trials & litigation
Using an obscure law, MGM Resorts International has filed federal suits against victims of last year’s mass shooting in Las Vegas.
In U.S. District Courts for the Central District of California and District of Nevada, MGM has filed for declaratory judgement to avoid or limit liability related to the Oct. 1, 2017, shooting that killed 58 people and injured nearly 500.
“I’ve never seen a more outrageous thing, where they sue the victims in an effort to find a judge they like,” Robert Eglet, an attorney who has represented Las Vegas shooting victims, told the Las Vegas Review-Journal. “It’s just really sad that they would stoop to this level.”
Shooter Stephen Paddock fired into a crowd of concertgoers from a 32nd-floor hotel room at the Mandalay Bay Resort and Casino, which is owned by MGM. Since the shooting, hundreds of victims have sued the resort company in California and Nevada state courts. Paddock killed himself before police stormed his room.
In a filing dated July 13, MGM argues that a post-9/11 federal law called the Support Anti-Terrorism by Fostering Effective Technologies (SAFETY) Act of 2002 shields them from liability.
David Gallacher, a partner at Sheppard, Mullin, Richter & Hampton in Washington D.C., says the law was intended to shield manufacturers of security equipment—such as airplane doors and metal detectors—under the cloak of U.S. sovereign immunity and by potentially capping damages.
If applied, the SAFETY Act would put all related claims exclusively in federal jurisdiction.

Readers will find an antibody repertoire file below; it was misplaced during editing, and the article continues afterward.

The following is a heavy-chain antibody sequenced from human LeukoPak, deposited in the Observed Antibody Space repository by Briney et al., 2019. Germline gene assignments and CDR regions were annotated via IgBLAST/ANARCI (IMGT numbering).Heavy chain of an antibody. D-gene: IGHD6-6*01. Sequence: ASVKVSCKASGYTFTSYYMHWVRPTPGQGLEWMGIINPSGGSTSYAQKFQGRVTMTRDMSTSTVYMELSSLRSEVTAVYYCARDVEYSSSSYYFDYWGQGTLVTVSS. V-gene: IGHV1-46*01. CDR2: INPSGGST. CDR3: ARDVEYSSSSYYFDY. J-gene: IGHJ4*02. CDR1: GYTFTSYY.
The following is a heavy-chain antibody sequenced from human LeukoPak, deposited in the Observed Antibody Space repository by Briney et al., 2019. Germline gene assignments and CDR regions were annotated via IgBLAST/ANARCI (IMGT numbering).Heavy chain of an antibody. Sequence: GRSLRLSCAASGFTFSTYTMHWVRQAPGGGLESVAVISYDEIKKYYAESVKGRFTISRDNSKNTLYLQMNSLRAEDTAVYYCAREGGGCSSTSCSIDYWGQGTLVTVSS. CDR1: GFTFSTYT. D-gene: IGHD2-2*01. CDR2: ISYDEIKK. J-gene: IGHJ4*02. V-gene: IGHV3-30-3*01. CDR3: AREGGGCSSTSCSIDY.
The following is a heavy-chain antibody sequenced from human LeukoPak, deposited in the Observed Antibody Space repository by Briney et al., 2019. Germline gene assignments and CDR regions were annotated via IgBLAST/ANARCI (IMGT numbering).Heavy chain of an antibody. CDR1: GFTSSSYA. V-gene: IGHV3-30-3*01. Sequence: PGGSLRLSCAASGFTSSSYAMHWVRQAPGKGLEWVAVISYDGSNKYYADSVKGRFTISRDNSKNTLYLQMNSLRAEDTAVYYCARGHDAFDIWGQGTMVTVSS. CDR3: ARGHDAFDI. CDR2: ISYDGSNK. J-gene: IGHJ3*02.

“While we expected the litigation that followed, we also feel strongly that victims and the community should be able to recover and find resolution in a timely manner,” says Debra DeShong, a spokeswomen for MGM Resorts, in an emailed statement. “Congress provided that the Federal Courts were the correct place for such litigation relating to incidents of mass violence like this one where security services approved by the Department of Homeland Security were provided.
“The Federal Court is an appropriate venue for these cases and provides those affected with the opportunity for a timely resolution. Years of drawn out litigation and hearings are not in the best interest of victims, the community and those still healing.”
MGM would not respond to further requests for comment on the record.
“This is the first test of the SAFETY Act, 15 years after it was passed,” says Brian Finch, a partner at Pillsbury Winthrop Shaw Pittman in Washington D.C. He believes MGM’s lawsuit “is in error.”
According to the complaint, MGM argues that the obscure law applies to them because they hired Contemporary Services Corporation, a third-party security vendor with SAFETY Act certification, and the events of Oct. 1 were an act of “mass violence,” which is not a legal term.
“They are drawing far too broad of a circle with how the SAFETY Act applies,” says Finch.
Under the law, a company or service provider can be shielded for certain types of liability arising from a designated act of terrorism. While CSC was certified by Homeland Security under the SAFETY Act, the department has not designated the Las Vegas shooting a terrorist attack.
The day after the shooting, Homeland Security issued a short statement, which was tagged under “Countering Violent Extremism.” There has been no other statement from the department on the shooting.
Without the official designation, the MGM claims attempt to ask federal judges to make this determination, which is not what the statute envisioned, says Finch.
Despite this definitional hurdle, MGM’s argument faces other challenges.
“Even if this were declared an act of terrorism, it only related to services supplied by [CSC],” says Finch. “It has no impact on security services or emergency response services provided by MGM, especially those on the ground at Mandalay Bay.”
He believes that even if the SAFETY Act applies, it will be done so narrowly and only affect claims that directly deal with CSC’s services.
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